The standalone app will arrive in the coming weeks and enable users to interact using pseudonyms, according to a report in the New York Times.
The idea is to foster open discussion without any repercussion, particularly around taboo or difficult subject areas.
But this would represent a change in attitude for Facebook, which has historically pushed the idea of users keeping their real identities across the web. Facebook currently only allows a "real name" policy, meaning it's easy to connect a user's post or actions with their real-life identity.
It appears the app is an experimental project, comparable to a chatroom, and Facebook will stick with its real-name policy for its main site and app.
It's possible the move has been prompted by recent user backlash against Facebook, with the lesbian, gay, bi-sexual and transgender community criticising the company for forcing them to use their real names, exposing them to harassment.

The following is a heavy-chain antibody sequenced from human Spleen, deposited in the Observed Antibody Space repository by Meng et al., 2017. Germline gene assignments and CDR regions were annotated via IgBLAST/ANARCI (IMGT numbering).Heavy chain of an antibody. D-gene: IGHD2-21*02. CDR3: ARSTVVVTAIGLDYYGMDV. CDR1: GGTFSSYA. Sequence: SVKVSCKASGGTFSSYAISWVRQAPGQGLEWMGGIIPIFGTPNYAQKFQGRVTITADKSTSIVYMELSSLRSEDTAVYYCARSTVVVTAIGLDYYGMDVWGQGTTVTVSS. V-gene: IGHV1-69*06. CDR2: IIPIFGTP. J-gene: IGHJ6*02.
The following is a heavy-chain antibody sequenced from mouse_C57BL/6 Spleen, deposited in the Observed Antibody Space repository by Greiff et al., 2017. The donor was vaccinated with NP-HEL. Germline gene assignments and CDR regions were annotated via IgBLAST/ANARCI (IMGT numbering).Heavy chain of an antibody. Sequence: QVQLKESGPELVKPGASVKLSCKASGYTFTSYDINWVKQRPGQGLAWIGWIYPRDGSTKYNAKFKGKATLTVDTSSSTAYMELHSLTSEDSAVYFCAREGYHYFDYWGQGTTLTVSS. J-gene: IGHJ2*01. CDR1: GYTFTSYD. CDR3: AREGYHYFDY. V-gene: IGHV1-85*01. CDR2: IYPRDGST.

At the time, Facebook defended its policy, claiming real names differentiated the company from other services such as Reddit.
The company's chief product officer, Chris Cox, said: "[It's] part of what made Facebook special in the first place, by differentiating the service from the rest of the internet where pseudonymity, anonymity or often random names were the social norm."
The backlash was compounded by the launch of Ello, a venture-funded start-up that promised an ad-free service. The service has been seeing 31,000 sign-ups an hour, though whether that will translate into loyal users remains to be seen.